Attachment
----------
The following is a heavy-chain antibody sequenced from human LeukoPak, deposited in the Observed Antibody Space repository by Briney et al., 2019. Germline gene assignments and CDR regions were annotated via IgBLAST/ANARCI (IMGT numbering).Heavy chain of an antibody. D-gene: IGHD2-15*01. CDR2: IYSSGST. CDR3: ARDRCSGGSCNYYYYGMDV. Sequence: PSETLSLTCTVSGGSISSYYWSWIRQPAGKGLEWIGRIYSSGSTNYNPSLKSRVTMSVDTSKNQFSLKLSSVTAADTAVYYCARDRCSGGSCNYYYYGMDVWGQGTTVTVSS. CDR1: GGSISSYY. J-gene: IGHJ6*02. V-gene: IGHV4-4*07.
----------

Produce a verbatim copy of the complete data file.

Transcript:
The following is a heavy-chain antibody sequenced from human LeukoPak, deposited in the Observed Antibody Space repository by Briney et al., 2019. Germline gene assignments and CDR regions were annotated via IgBLAST/ANARCI (IMGT numbering).Heavy chain of an antibody. D-gene: IGHD2-15*01. CDR2: IYSSGST. CDR3: ARDRCSGGSCNYYYYGMDV. Sequence: PSETLSLTCTVSGGSISSYYWSWIRQPAGKGLEWIGRIYSSGSTNYNPSLKSRVTMSVDTSKNQFSLKLSSVTAADTAVYYCARDRCSGGSCNYYYYGMDVWGQGTTVTVSS. CDR1: GGSISSYY. J-gene: IGHJ6*02. V-gene: IGHV4-4*07.